December 08, 2020
On December 2, 2020, the U.S. House of Representatives unanimously passed the bill entitled “Holding Foreign Companies Accountable Act” (the “Act”), the full text of which is available at https://www.congress.gov/bill/116th-congress/senate-bill/945, which had been passed by the U.S. Senate on May 21, 2020 and is now headed to the President for signature. If the Act is signed by the President, as anticipated, it will become law as an amendment to the Sarbanes-Oxley Act of 2002. The Act addresses the issue that the Public Company Accounting Oversight Board (the “PCAOB”) has been unable to inspect audit firms in certain “non-cooperating jurisdiction[s].” The sponsors of the Act have stated that the Act would focus on protecting American investors and their retirement savings from foreign companies that have been operating on U.S. stock exchanges while flouting Securities and Exchange Commission (the “SEC”) oversight.
- Impact on the Initial Public Offerings of Chinese Companies
- Summary of the Act
- Next Steps for the SEC
The Act will likely increase the scrutiny and oversight of Chinese companies on U.S. stock markets. The Act, however, does not block the initial public offerings of Chinese companies whose audit firm the PCAOB is unable to inspect and, more importantly, it does not impact Chinese companies who employ audit firms that are subject to PCAOB inspection. A list of the audit firms that are not subject to PCAOB inspection can be found at https://pcaobus.org/oversight/international/international/inspections/notyetinspected. In addition, most of the Chinese companies seeking to be listed in the U.S. are already providing disclosures highlighting the risks associated with China-based issuers regarding financial reporting, access to information/regulatory oversight, organizational structure, and regulatory environment, as specified in the recent guidance published by the SEC on November 23, 2020 (https://www.sec.gov/corpfin/disclosure-considerations-china-based-issuers).
- Trading prohibition after 3 years of non-inspections
- Disclosure of relationship with governmental entities
Where the SEC determines that the PCAOB has been unable to inspect the public accounting firm retained by a covered issuer to prepare such issuer’s audit reports for three consecutive years, the SEC is required to prohibit the issuer from having its securities traded on a national securities exchange (such as Nasdaq or the NYSE) or any over-the-counter (the “OTC”) markets in the United States. Under the Act, the three-year period will start with 2021 if the Act is enacted before the end of 2020, and therefore the earliest flurry of delisting/going-private transactions is expected to start in 2024.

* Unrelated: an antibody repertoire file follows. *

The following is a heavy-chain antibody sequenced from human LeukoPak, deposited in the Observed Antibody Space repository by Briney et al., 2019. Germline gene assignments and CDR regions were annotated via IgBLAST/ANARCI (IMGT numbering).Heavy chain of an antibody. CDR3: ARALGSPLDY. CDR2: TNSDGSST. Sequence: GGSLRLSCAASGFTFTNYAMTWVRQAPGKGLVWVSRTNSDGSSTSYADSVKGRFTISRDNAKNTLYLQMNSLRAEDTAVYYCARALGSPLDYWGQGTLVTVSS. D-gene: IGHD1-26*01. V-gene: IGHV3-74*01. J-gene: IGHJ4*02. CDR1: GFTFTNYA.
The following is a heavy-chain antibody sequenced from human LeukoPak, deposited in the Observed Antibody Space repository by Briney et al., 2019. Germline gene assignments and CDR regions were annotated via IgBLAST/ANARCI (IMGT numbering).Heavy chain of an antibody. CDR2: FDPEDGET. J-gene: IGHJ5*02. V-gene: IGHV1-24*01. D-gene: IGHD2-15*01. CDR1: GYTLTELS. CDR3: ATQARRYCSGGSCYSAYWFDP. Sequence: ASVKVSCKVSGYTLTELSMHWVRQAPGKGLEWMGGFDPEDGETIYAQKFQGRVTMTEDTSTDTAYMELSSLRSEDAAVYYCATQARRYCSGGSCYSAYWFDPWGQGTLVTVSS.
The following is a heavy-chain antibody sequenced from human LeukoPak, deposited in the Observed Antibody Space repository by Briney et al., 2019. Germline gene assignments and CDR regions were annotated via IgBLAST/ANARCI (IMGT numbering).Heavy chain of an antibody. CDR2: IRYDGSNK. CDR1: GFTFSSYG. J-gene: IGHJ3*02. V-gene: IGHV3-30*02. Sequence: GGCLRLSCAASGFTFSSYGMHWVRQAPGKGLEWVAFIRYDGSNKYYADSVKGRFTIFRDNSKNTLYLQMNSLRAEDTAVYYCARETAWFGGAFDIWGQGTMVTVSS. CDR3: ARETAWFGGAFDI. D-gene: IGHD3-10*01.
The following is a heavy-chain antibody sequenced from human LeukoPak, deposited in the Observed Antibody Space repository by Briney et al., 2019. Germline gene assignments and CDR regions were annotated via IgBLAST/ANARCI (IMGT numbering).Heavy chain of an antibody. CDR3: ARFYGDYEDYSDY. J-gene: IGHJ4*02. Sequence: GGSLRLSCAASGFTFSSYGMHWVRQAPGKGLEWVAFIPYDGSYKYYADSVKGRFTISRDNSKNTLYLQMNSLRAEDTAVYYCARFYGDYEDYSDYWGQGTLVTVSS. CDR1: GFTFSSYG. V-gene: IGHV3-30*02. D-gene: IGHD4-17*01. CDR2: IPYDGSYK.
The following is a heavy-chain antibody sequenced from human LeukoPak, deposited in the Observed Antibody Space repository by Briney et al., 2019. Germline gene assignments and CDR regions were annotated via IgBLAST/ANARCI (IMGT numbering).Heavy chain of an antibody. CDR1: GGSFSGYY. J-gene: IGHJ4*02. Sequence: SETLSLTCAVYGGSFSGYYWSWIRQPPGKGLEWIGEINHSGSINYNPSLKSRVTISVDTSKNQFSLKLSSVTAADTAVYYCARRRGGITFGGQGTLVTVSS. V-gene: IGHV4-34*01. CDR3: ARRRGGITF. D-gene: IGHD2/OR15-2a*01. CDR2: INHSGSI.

In addition, the Act requires the identified issuer to provide additional disclosures with respect to foreign government control and ownership, which appears largely duplicative of existing SEC disclosure requirements for foreign companies.
The Act offers the SEC actions that it has not taken with respect to listed companies before. How this Act will influence the expected proposal on this topic from the SEC still remains to be seen.
If the Act is executed by the President, the SEC will then have 90 days to adopt regulations to implement the law, which regulations are expected to provide more clarification of the provisions and might address the following ambiguities:
- Term “owned or controlled by a governmental entity”
- Involuntary delisting procedures
- OTC market
- Identification of issuer
The term “owned or controlled by a governmental entity” is not fully defined, which might lead necessarily to banning the public trading of the securities of all state-owned or controlled issuers.
Normally, involuntary delisting procedures are carried out by a stock exchange instead of the SEC. Whether the SEC would come up with any rule requiring stock exchanges to delist companies or create a separate process for it to be able to carry out de-listings directly is ambiguous.
The SEC is required under the Act to block trading in relevant securities in the OTC market, which the SEC often regulates through actions affecting registered broker-dealers. Rules might be adopted in the future to bar U.S. registered broker-dealers from effecting transactions in such securities.
The SEC is required under the Act to identify issuers as to which the PCAOB has been unable to conduct a thorough audit firm inspection. The details as to how this identification procedures will be performed are ambiguous.
We will continue to closely follow developments on the Act.
If you have any questions or concerns about the matters above, you can contact us via email firstname.lastname@example.org or phone +1(212) 530-2210.
DISCLAIMER: Hunter Taubman Fischer & Li LLC assumes no responsibility for the accuracy or timeliness of any information provided herein. The information contained herein is for informational purposes only and is not legal advice or a substitute for legal counsel. The information is not intended to create, and receipt of it does not constitute, an attorney-client relationship.